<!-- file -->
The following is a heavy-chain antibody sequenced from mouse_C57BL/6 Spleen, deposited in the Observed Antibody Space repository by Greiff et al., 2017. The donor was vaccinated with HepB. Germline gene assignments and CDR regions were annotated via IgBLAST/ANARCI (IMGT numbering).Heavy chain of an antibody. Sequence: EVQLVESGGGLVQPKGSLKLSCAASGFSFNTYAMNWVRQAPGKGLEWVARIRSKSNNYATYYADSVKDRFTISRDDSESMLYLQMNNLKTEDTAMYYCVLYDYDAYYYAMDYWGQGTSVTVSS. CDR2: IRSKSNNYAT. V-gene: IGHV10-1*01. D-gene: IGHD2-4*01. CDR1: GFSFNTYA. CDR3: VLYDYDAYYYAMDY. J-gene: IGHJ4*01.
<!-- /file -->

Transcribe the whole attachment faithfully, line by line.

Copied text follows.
The following is a heavy-chain antibody sequenced from mouse_C57BL/6 Spleen, deposited in the Observed Antibody Space repository by Greiff et al., 2017. The donor was vaccinated with HepB. Germline gene assignments and CDR regions were annotated via IgBLAST/ANARCI (IMGT numbering).Heavy chain of an antibody. Sequence: EVQLVESGGGLVQPKGSLKLSCAASGFSFNTYAMNWVRQAPGKGLEWVARIRSKSNNYATYYADSVKDRFTISRDDSESMLYLQMNNLKTEDTAMYYCVLYDYDAYYYAMDYWGQGTSVTVSS. CDR2: IRSKSNNYAT. V-gene: IGHV10-1*01. D-gene: IGHD2-4*01. CDR1: GFSFNTYA. CDR3: VLYDYDAYYYAMDY. J-gene: IGHJ4*01.